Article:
Market is bullish on renminbi internationalization amid China wobbles

By:
Simon Watkins
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Concrete advances towards the full tradability of the Chinese currency are at last seemingly being made, helping to rebalance the country’s growth model but heaping on short-term risks to China’s economic and financial stability.

Talk of when the renminbi will occupy a status on the global foreign-exchange markets on a par with the dominant economic position of China has permeated the world’s financial markets for decades.

Concomitant with this has been speculation about how the imperfect proxies of the onshore traded yuan (CNY) – the CNH in Hong Kong and the CNT in Taiwan (see chart 1) – will also fare.

There is a divergence of opinion on the broad economic trajectory of China, which has negatively fed through to many other Asian assets in general and on the timing of any loosening of the renminbi’s trading policy in particular. 

Road to RMB internationalization {PhotoSlideshow}

On the one hand, Michael Spencer, Deutsche Bank’s head of Asia Pacific research in Hong Kong, predicts China’s growth will surprise markedly to the upside this year and next, expanding by 8.6% for 2014 and 8.2% for 2015.

“China’s export growth has followed growth in the US and EU economies very closely since 2008 and as those economies recovered in the second half of last year, so did Chinese exports,” he says.

“In fact, we estimate export growth has averaged 20% quarter-on-quarter Saar over the past six months, and sustained growth in the US and EU will take export growth in year-on-year terms much higher than we think most investors expect.”

On the other hand, many believe that in continuing to shift the country’s principal growth engine from a manufacturing base to a consumer one, the period of rebalancing will see growth, at the most, remain at current levels, if not much worse.

“The stress in China’s economy may worsen in H1 [of this year], particularly in the financial sector, so we expect the monetary tightening bias to remain, at least in Q1, to contain these risks,” says Zhiwei Zhang, chief China economist for Nomura, in Hong Kong.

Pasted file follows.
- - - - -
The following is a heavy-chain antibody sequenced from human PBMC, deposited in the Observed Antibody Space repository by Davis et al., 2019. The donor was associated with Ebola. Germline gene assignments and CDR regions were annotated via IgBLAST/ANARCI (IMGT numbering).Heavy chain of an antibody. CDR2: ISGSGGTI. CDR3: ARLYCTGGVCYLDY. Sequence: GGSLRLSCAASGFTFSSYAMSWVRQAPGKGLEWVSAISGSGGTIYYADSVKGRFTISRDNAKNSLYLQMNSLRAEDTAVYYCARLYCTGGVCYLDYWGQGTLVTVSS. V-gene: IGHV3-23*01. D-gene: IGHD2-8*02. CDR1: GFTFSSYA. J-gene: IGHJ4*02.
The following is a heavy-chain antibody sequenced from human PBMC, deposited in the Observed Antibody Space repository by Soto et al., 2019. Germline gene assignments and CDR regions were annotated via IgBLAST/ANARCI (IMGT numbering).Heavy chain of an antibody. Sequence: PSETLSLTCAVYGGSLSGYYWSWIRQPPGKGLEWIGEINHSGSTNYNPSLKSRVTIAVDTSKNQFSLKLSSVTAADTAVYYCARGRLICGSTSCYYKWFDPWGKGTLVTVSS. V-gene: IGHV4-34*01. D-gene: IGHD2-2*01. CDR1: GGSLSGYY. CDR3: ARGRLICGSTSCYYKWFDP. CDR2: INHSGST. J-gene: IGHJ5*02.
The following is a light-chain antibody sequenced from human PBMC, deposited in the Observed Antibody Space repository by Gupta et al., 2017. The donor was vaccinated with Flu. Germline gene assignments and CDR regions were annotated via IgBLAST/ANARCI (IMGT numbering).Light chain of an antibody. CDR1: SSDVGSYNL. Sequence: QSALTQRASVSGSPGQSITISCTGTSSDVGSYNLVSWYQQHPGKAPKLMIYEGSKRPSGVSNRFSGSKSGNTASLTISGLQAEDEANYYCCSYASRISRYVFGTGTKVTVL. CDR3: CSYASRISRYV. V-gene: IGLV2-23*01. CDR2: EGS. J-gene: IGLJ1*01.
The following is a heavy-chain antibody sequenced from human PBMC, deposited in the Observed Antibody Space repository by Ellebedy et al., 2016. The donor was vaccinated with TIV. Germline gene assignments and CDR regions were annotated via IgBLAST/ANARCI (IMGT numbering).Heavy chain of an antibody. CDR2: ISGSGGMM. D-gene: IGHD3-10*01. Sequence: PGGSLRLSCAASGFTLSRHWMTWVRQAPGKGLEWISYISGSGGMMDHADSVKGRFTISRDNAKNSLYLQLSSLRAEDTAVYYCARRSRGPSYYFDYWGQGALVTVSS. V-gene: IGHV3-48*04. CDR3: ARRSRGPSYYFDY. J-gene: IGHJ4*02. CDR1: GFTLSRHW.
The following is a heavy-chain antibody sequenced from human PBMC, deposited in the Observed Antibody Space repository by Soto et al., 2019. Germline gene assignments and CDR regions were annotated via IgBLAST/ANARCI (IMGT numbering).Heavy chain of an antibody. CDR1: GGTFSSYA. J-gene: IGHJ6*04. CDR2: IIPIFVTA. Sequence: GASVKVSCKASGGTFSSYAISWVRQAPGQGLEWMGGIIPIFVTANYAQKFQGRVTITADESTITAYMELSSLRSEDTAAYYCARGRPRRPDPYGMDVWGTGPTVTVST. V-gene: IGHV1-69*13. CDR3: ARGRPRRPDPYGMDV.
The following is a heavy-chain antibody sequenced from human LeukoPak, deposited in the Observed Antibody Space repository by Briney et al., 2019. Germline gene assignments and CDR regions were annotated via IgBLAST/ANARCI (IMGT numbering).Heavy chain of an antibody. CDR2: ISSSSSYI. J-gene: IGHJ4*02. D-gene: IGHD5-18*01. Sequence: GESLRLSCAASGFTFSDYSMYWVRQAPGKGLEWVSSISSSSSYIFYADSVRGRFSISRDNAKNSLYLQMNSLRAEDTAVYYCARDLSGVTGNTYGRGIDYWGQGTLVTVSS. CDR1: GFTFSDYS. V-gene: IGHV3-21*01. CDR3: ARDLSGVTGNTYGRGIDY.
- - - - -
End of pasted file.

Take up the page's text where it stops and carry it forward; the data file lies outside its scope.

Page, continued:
“The PBoC [People’s Bank of China] launched measures to calm rising repo rates and meet liquidity demand early this week, but we take this as a way to contain financial risks rather than a sign of policy loosening, and if monetary policies remain tight, interest rates will likely remain high in H1 and pressure highly leveraged companies and shadow banking institutions.”

As such, the bank maintains its view of a one-in-three likelihood of a hard economic landing – defined as an abrupt slowdown in real GDP growth to an average of 5% year-on-year or less over four consecutive quarters – commencing before end-2015.

Since banking sector and capital-account liberalization – which would expose indebted corporates to bankruptcy risks given rising interest rates and FX volatility – is a pre-requisite for meaningful currency reforms, Beijing is unlikely to make meaningful efforts to internationalize its currency, say China bears, adding the short-term need to maintain stability has increased amid headwinds to growth.

However, Patrick Zweifel, chief economist for Pictet Asset Management, in Geneva, tells Euromoney, both as a medium of exchange and unit of account, the yuan is on course to acquire international status in three years, and, within 10 it might unseat the dollar as the world’s reserve currency.

Indeed, if the main consideration for a substantial upgrading of the CNY’s FX status was its use in global trade alone, then it would already be an international reserve currency, alongside the US dollar and the euro.

According to Swift, the yuan replaced the euro in October as the second-most heavily used currency in international trade finance, after the US dollar. The renminbi was used in just under 9% of such transactions at that time, up from just under 2% at the beginning of 2012.

In this context, as long ago as the G20 summit in London in April 2009, Zhou Xiaochuan, governor of the PBoC in Beijing, flagged the notion that the Chinese wanted a new global reserve currency to replace the US dollar.

Initially, it was thought that Zhou simply wanted to expand the use of special drawing rights (SDRs), delineated as they are as a 95% mix of the four key currencies of USD, EUR, GBP and JPY.

However, in later conversations, it appeared the Chinese government thought that incorporating an element of the RMB into the mix, and using the newly redrawn SDR – including the RMB constituent – would be a justified way of proceeding.

The basic economic case for an upwards re-rating of the yuan over time is lent further weight by the latest estimates from the IMF that by 2030 the USD-valued economy of China will have overtaken that of the US for the number-one spot, and that by 2050 the Asian Tiger will have almost double the GDP of the US.

To tweak an old adage, it is not just the size of an economy that counts, it is what you do with it that counts, and if you cannot trade it freely, a currency is not moving anywhere.